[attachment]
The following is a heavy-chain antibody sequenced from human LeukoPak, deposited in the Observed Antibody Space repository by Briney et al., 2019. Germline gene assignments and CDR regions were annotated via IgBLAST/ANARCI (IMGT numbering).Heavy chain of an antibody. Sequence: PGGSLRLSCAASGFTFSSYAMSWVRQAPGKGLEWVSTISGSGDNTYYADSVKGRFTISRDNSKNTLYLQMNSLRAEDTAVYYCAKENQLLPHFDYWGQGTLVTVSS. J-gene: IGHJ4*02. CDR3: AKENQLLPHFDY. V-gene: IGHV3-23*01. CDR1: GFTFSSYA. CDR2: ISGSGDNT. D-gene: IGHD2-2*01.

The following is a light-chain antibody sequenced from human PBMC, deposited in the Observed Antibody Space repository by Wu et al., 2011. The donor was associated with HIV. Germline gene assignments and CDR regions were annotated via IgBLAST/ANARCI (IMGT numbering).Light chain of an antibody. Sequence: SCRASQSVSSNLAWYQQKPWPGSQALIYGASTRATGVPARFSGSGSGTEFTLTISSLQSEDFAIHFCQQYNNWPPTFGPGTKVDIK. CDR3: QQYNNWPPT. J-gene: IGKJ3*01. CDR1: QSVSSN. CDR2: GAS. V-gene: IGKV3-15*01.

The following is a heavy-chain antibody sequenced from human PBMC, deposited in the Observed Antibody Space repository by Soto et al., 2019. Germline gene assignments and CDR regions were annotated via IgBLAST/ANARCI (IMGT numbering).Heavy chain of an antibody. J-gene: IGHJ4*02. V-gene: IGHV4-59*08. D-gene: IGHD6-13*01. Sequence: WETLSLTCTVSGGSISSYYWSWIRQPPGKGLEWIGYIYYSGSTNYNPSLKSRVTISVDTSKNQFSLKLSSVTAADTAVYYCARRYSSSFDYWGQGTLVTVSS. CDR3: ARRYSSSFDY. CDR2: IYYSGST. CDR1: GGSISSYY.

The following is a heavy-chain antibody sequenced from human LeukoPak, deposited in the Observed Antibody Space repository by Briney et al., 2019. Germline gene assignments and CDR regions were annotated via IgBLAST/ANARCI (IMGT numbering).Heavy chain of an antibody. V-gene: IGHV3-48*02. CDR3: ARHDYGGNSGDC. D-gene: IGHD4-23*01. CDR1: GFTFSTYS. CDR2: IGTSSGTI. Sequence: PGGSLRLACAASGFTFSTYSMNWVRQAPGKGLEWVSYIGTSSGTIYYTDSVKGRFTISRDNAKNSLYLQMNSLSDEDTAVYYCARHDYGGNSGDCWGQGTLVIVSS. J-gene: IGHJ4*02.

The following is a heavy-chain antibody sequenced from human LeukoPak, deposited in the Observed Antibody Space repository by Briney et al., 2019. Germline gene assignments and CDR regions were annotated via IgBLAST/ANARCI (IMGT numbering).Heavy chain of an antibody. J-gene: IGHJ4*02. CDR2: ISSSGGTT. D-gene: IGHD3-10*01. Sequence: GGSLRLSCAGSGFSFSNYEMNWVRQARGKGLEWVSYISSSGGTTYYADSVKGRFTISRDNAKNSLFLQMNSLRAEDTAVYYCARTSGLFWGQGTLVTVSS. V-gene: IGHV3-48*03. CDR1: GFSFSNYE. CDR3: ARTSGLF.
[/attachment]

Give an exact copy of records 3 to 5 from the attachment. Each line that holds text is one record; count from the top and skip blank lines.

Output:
The following is a heavy-chain antibody sequenced from human PBMC, deposited in the Observed Antibody Space repository by Soto et al., 2019. Germline gene assignments and CDR regions were annotated via IgBLAST/ANARCI (IMGT numbering).Heavy chain of an antibody. J-gene: IGHJ4*02. V-gene: IGHV4-59*08. D-gene: IGHD6-13*01. Sequence: WETLSLTCTVSGGSISSYYWSWIRQPPGKGLEWIGYIYYSGSTNYNPSLKSRVTISVDTSKNQFSLKLSSVTAADTAVYYCARRYSSSFDYWGQGTLVTVSS. CDR3: ARRYSSSFDY. CDR2: IYYSGST. CDR1: GGSISSYY.

The following is a heavy-chain antibody sequenced from human LeukoPak, deposited in the Observed Antibody Space repository by Briney et al., 2019. Germline gene assignments and CDR regions were annotated via IgBLAST/ANARCI (IMGT numbering).Heavy chain of an antibody. V-gene: IGHV3-48*02. CDR3: ARHDYGGNSGDC. D-gene: IGHD4-23*01. CDR1: GFTFSTYS. CDR2: IGTSSGTI. Sequence: PGGSLRLACAASGFTFSTYSMNWVRQAPGKGLEWVSYIGTSSGTIYYTDSVKGRFTISRDNAKNSLYLQMNSLSDEDTAVYYCARHDYGGNSGDCWGQGTLVIVSS. J-gene: IGHJ4*02.

The following is a heavy-chain antibody sequenced from human LeukoPak, deposited in the Observed Antibody Space repository by Briney et al., 2019. Germline gene assignments and CDR regions were annotated via IgBLAST/ANARCI (IMGT numbering).Heavy chain of an antibody. J-gene: IGHJ4*02. CDR2: ISSSGGTT. D-gene: IGHD3-10*01. Sequence: GGSLRLSCAGSGFSFSNYEMNWVRQARGKGLEWVSYISSSGGTTYYADSVKGRFTISRDNAKNSLFLQMNSLRAEDTAVYYCARTSGLFWGQGTLVTVSS. V-gene: IGHV3-48*03. CDR1: GFSFSNYE. CDR3: ARTSGLF.